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UTA In The News — Tuesday, March 25, 2014

Tuesday, March 25, 2014

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Honored for research

UT Arlington student and Irving resident Emmanuel Fordjour, who works as an unpaid volunteer in Baylor Medical Center at Irving’s emergency department, has received a national research honor, The Dallas Morning News Irving blog reported. Fordjour was just named a winner of the Council on Undergraduate Research’s 2014 Posters on the Hill competition. Fordjour, who plans to graduate from UT Arlington in 2015, is one of just 60 undergraduate scholars from across the country chosen from a field of 600 applicants. While at Baylor Irving, Fordjour studied C. difficile, a bacterium that causes severe diarrhea and is responsible for at least 250,000 hospitalizations and 14,000 deaths in the U.S. each year.

Making higher ed accessible

Former Secretary of State Hillary Rodham Clinton and former Florida Governor Jeb Bush discussed the importance of making higher education accessible to the masses at a conference Monday hosted by Academic Partnerships, The Dallas Morning News reported. Clinton and Bush are considered potential presidential candidates in 2016. The conference continues today in Irving with attendees who are either potential or current clients of Academic Partnerships, such as UT Arlington.

Exceeding geography

In an opinion piece in The Dallas Morning News, Randy Best, the chairman and CEO of Academic Partnerships, contends that going global will fix colleges’ financial woes and grow the middle class. “Globalization is poised to become the most important trend in American higher education, powered by technology and the increased use of the Internet by leading U.S. universities to deliver instruction. This movement, unconstrained by borders or geography, has potential to change not only how universities view the world but also how they plan and operate,” Best wrote.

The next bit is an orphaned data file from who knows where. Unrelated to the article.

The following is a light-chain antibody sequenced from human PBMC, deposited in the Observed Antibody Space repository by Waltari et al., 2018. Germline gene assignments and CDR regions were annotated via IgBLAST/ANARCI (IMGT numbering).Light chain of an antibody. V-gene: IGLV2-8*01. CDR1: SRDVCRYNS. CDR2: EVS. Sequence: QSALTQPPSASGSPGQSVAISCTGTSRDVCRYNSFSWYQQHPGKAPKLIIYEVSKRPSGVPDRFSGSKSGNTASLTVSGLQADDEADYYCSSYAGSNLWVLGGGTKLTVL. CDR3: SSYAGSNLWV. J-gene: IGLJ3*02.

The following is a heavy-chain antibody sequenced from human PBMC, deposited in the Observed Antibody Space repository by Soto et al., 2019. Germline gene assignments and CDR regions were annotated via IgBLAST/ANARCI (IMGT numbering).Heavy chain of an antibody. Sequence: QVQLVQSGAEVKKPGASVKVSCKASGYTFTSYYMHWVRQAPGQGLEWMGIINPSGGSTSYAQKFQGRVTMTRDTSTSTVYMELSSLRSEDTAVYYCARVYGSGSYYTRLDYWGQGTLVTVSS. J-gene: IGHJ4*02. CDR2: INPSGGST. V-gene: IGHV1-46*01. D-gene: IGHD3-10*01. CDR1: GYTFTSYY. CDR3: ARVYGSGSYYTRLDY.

Entering the online field

The University of Arkansas System’s new online institution will face a crowded field of distance education providers when it launches in 2015, Inside Higher Ed reported. “It’s a lot like the Titanic trying to avoid the iceberg,” said Donald R. Bobbitt, president of the university system, of the challenges the online institution will face. Bobbitt and Michael Moore, the system’s vice president for academic affairs, came to the Arkansas system from The University of Texas at Arlington, and both said they are mindful of lessons learned from other states.

Bans that work

D Magazine Healthcare Daily noted that smoking is banned at UT Arlington in an article about the decline in men’s smoking rates in North Texas. The director of the Institute for Health Metrics and Evaluation, the organization that released a new study on men’s smoking rates, said: “We know what works in tobacco control. It’s taxation. It’s smoking bans. It’s advertising bans, among other measures.”

STEM discussion

The (Riverside, Calif.) noted that José Angel Gutiérrez, Chicano movement leader of the late 1960s-early 1970s and founder of the Center for Mexican American Studies at UT Arlington, will be part of a panel discussion Thursday at California State University, San Bernardino focused on Latinos in science, technology, engineering and mathematics fields.